A Southwest mom starts a network to help kids stay healthy together

Brynna Hurwitz was accosted with a flood of information when she found out her 7-year-old son Benton had Type 1 Diabetes in 1999.

As doctors told her how Benton's pancreas doesn't create enough insulin and he would have to monitor his blood sugar levels for the rest of his life, Hurwitz said her mind couldn't grasp it all. Insulin, ketones, carbohydrates, exercise, injections - it was all too much when coupled with the emotions of seeing her only child in a hospital bed.

When the shock wore off, Hurwitz began to get organized. Her ideas would grow into the Children's Diabetes Network, a small nonprofit dedicated to helping families cope with the disease.

'I felt so frustrated,' she said. 'I wanted to keep learning.'

Hurwitz had to create her own organization because she found that the information she wanted wasn't readily available. She began talking to other families and planning informational seminars and family events that got bigger each time they were held.

From making phone calls and organizing events in a spare room in her home seven years ago, Hurwitz has expanded her organization into an office across from the Multnomah Post Office.

'Having a headquarters is great. We're more public here. People can see us and drop by,' Hurwitz explained of the office that CDN moved into in July.

More than a just the new location, the network has grown to include a board of directors, a group of volunteers and an employee who maintains the office and records.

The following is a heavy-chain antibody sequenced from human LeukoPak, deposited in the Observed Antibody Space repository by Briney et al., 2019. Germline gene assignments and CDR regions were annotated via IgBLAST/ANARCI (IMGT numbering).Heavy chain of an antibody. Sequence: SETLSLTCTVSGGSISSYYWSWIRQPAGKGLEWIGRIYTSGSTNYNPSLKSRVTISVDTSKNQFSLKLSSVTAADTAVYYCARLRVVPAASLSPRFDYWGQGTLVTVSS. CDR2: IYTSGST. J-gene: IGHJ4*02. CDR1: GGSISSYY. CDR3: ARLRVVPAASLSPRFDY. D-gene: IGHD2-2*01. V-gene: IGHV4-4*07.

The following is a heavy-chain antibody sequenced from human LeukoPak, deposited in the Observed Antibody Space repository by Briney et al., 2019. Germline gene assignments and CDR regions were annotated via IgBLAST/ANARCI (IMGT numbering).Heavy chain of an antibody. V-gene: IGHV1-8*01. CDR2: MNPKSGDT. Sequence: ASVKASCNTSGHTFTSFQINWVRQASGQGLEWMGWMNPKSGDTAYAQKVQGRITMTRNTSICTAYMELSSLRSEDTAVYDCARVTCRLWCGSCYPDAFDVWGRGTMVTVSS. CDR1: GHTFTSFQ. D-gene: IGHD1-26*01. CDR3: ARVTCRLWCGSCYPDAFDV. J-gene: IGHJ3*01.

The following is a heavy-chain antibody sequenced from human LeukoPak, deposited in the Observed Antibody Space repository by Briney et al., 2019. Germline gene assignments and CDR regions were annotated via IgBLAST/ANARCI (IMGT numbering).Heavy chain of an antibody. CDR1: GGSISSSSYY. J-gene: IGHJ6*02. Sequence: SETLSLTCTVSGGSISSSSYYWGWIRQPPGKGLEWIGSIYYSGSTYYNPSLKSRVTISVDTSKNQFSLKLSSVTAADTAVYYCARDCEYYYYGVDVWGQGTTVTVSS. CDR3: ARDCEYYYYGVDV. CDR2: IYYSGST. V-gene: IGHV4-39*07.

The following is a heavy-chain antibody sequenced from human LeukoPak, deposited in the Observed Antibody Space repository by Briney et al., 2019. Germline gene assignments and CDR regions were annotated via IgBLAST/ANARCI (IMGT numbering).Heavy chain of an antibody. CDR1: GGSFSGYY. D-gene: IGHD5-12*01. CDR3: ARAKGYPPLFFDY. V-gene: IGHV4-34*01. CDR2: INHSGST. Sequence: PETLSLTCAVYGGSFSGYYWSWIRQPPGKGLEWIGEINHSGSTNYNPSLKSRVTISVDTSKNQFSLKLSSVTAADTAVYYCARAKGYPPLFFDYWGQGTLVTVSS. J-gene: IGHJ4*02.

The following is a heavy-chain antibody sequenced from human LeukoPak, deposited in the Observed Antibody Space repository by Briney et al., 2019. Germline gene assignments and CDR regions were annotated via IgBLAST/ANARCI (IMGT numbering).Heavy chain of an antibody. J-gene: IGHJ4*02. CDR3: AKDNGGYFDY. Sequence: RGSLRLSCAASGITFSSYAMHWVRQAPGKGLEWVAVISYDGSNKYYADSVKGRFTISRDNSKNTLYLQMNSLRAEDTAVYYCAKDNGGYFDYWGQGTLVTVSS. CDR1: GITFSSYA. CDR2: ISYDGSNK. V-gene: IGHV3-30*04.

CDN also has a newsletter that goes out to about 2,000 people from all over the state and a detailed Web site, in addition to hosting about six events a year. Presenters at the seminars include people living with the disease, experts and doctors from local hospitals.

The experts share their knowledge on new technological advances and how to cope with the disease at every age. They inspire the children that it's possible to live healthy, productive lives despite the disease.

Beyond the informative programs, the group also holds fun events for kids, giving them a chance to do things like go bowling or build birdhouses with other kids who are dealing with similar situations.

The organization sustains itself through grants, donations and by charging a small fee for the seminars (though scholarships are available.)

When it comes to a child dealing with diabetes, there is a lot of support that comes from families getting together and sharing their experiences. According to Hurwitz, some parents find that their child initially does fine with the diagnosis but starts to rebel against it once he or she realizes the disease is not going away. Some parents struggle with trusting their teenagers as they begin taking control of their own care. Through networking with families and sharing stories and resources, many parents can cope better with the challenges their families face.

'The first diagnosis is terrifying,' Hurwitz admitted. 'Things do get easier,' she said.

As the founder of the organization, Hurwitz said that the spirit of the organization is one of optimism. Instead of dwelling on the complications associated with the disease, the Children's Diabetes Network works to show positive examples of people who thrive despite diabetes.

'Having a child with diabetes, you'll run into people who say 'My uncle lost a leg or my grandpa died from the disease,'' Hurwitz said. 'I'd rather focus on what's positive. If you can keep your numbers at a normal range, you can live as long and normal a life as anyone.'

Beyond helping families who have already been diagnosed with the disease, another of the organization's missions is to help parents recognize the warning signs of diabetes - gray looking skin, weight loss and frequent urination are all symptoms that could point to a child with the disease.

The Children's Diabetes Network is located at 7830 S.W. 40th Avenue, Suite 1. For more information about the organization, please call 503-595-6598 or visit the Web site at

Go to top
Template by JoomlaShine